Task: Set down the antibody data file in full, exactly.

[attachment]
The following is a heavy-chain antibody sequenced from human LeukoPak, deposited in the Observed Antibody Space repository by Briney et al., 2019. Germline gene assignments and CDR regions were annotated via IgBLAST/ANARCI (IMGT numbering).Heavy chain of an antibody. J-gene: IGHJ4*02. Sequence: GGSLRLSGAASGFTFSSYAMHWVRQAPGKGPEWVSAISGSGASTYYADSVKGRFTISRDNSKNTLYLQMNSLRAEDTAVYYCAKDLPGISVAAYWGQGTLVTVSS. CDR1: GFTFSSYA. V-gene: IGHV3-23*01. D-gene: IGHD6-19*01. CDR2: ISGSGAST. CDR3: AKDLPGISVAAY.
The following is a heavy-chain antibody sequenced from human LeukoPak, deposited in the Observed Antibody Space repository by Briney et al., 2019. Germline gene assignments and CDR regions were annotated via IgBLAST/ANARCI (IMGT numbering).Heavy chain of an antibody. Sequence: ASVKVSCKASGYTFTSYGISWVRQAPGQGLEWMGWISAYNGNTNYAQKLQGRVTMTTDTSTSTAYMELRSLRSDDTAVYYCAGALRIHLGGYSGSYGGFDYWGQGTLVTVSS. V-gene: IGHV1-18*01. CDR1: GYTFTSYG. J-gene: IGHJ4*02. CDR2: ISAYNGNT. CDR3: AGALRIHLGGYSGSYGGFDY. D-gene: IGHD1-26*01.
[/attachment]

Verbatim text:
The following is a heavy-chain antibody sequenced from human LeukoPak, deposited in the Observed Antibody Space repository by Briney et al., 2019. Germline gene assignments and CDR regions were annotated via IgBLAST/ANARCI (IMGT numbering).Heavy chain of an antibody. J-gene: IGHJ4*02. Sequence: GGSLRLSGAASGFTFSSYAMHWVRQAPGKGPEWVSAISGSGASTYYADSVKGRFTISRDNSKNTLYLQMNSLRAEDTAVYYCAKDLPGISVAAYWGQGTLVTVSS. CDR1: GFTFSSYA. V-gene: IGHV3-23*01. D-gene: IGHD6-19*01. CDR2: ISGSGAST. CDR3: AKDLPGISVAAY.
The following is a heavy-chain antibody sequenced from human LeukoPak, deposited in the Observed Antibody Space repository by Briney et al., 2019. Germline gene assignments and CDR regions were annotated via IgBLAST/ANARCI (IMGT numbering).Heavy chain of an antibody. Sequence: ASVKVSCKASGYTFTSYGISWVRQAPGQGLEWMGWISAYNGNTNYAQKLQGRVTMTTDTSTSTAYMELRSLRSDDTAVYYCAGALRIHLGGYSGSYGGFDYWGQGTLVTVSS. V-gene: IGHV1-18*01. CDR1: GYTFTSYG. J-gene: IGHJ4*02. CDR2: ISAYNGNT. CDR3: AGALRIHLGGYSGSYGGFDY. D-gene: IGHD1-26*01.